Dr. William Tiller of Stanford University observed close to a twenty-fold drop in electrical resistance at the acupoints (Energy Field Observations, 1988).


Dr. Hiroshi Motoyama AMI Machine (short for Apparatus for Measuring the Functions of the Meridians and Corresponding Internal Organ) research on over 5,000 patients documented strong correlations between weaker meridians and underlying disease states in associated organ systems (Science and the Evolution of Consciousness, Autumn Press, 1978). Reinhold Voll, MD, who discovered electroacupuncture techniques, spent two decades studying acupuncture points and their related meridians. Voll's discovery that almost all Chinese acupuncture points could be detected by a change in skin resistance was of incredible importance to the birth of Quantum Medicine (American Acupuncture 8, 1980).


All the above studies support the teachings of Chinese medicine. In brief, doctors of Chinese medicine believe that illness is caused by energetic imbalances. Certainly Kim's research supports the concept that meridian changes precede physical organ dysfunction. Thus the integrity and balance of the acupuncture meridian system is crucial to detecting illness in the earliest possible stages before organ degeneration take place. Yet it is important to note that traditional Chinese theories were developed thousands of years ago when the planet was not as polluted and food was not genetically-engineered, toxic or depleted in nutrients. Hence, we may not be able to rely solely on old Chinese remedies and theories now and in the 21st century. Over the past decade, my research with the Yanick Quantum Energy Method[reg.] on thousands of natural products that were tested against stressed organs. glands and systems of the body, revealed that over 90% of supplements currently available were toxic or had poor energetic and biochemical bioactivity. This research was confirmed by in vitro screening studies of 196 natural products that found 191 toxic or ineffective with only 5 or 2.5% nontoxic (Journal of the American Nutraceutical Association. Vol 2:1, 25-41, Winter, 1996). For the best clinical results, quantum medical practitioners use non-toxic, clinically effective supplements that contain the correct resonances of healthy organs, glands and systems of the body and the correct nourishment to support and strengthen weak physiology This powerful synergism in supplement choices allows the body to discharge toxins, eliminate opportunistic infections, and correct nutritional deficiency states in the shortest time possible.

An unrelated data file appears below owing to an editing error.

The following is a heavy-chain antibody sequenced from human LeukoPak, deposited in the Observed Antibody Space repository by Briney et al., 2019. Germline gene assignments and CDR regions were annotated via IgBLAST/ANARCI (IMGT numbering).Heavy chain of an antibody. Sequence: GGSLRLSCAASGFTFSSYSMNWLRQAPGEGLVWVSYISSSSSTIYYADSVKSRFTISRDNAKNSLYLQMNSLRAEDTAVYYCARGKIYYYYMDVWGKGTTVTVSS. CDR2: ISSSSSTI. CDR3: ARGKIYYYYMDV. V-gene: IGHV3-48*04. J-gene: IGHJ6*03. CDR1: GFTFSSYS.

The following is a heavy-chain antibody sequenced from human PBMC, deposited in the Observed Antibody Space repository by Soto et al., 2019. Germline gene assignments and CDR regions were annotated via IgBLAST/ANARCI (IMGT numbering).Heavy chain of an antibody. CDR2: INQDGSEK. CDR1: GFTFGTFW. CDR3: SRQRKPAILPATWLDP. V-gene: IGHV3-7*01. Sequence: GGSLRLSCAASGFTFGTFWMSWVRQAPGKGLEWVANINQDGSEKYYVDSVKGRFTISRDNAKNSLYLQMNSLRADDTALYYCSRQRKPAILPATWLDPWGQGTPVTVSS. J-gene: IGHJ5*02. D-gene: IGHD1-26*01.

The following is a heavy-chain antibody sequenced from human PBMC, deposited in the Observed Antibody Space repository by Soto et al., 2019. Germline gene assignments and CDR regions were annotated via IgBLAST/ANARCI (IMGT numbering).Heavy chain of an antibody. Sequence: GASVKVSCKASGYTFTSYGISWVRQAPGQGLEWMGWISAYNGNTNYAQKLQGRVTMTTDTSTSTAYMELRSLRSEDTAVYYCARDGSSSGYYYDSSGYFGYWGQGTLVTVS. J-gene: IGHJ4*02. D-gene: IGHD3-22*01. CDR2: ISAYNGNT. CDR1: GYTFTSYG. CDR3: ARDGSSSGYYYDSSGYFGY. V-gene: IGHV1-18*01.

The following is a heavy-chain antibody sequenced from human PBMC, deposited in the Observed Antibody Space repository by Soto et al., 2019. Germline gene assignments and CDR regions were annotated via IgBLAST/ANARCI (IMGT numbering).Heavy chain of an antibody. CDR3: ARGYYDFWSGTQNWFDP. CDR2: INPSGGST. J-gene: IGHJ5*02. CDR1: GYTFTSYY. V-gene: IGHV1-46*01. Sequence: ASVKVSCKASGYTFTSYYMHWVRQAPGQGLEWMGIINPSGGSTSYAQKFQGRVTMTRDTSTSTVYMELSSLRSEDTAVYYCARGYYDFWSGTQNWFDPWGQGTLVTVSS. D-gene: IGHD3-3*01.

Assessing the Stress-related Origins of Disease


Most standard medical textbooks attribute 50 to 80% of all disease to stress-related origins. Emerging from Quantum Medicine and its attendant philosophy is the view that a wide spectrum of stressors can be assessed by observing subtle energy systems that govern physiology and give rise to chronic disease. Causative agents that are not always detectable at the biochemical level, commonly manifest an attendant perturbation at the energetic level. Foundational research that supports the basis of Quantum Medicine has provided a clear mandate for the necessity of considering the variables of energetic anatomy in attempting to comprehend complex multisystem disease. From such research it is evident that the energetic context of health disorders, needs to be considered with the traditional biochemical model and that neither can stand alone. For example, using the meridian system as a way to determine biochemical stressors and organ responses to stress factors can synchronize enzymes and create an amplified crystalline resonant field that propels nutrients deep within the cells of the body, Townsend Letter for Doctors & Patients. April. 2000. thereby improving nutrient uptake. As an added bonus, matching the correct resonant frequencies to meridian representations of organs and systems of the body enhances electron transfer functions and stabilizes molecular defenses, thereby reducing oxidative stress. The next column will discuss lymph stasis, lymphedema, and lymphotoxicosis as common underlying causes of obesity, thyroid insufficiency, and chronic pain syndromes and their assessment via regulation thermography and the best sequence of testing to determine one's lymphatic status via the meridian pathways.

By Paul, Jr. Yanick


Categories: Research, news, Quantum Physic

Post a Comment


Oops, you forgot something.


The words you entered did not match the given text. Please try again.

You must be a member to comment on this page. Sign In or Register